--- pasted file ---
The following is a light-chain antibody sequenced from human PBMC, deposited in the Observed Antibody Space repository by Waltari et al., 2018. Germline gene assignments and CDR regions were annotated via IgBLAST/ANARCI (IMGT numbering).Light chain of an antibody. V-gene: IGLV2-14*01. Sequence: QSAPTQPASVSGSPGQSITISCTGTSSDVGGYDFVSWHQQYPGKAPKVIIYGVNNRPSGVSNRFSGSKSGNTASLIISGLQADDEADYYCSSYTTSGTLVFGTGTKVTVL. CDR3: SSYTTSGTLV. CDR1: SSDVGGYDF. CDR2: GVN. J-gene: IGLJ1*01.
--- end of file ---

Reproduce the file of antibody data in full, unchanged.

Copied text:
The following is a light-chain antibody sequenced from human PBMC, deposited in the Observed Antibody Space repository by Waltari et al., 2018. Germline gene assignments and CDR regions were annotated via IgBLAST/ANARCI (IMGT numbering).Light chain of an antibody. V-gene: IGLV2-14*01. Sequence: QSAPTQPASVSGSPGQSITISCTGTSSDVGGYDFVSWHQQYPGKAPKVIIYGVNNRPSGVSNRFSGSKSGNTASLIISGLQADDEADYYCSSYTTSGTLVFGTGTKVTVL. CDR3: SSYTTSGTLV. CDR1: SSDVGGYDF. CDR2: GVN. J-gene: IGLJ1*01.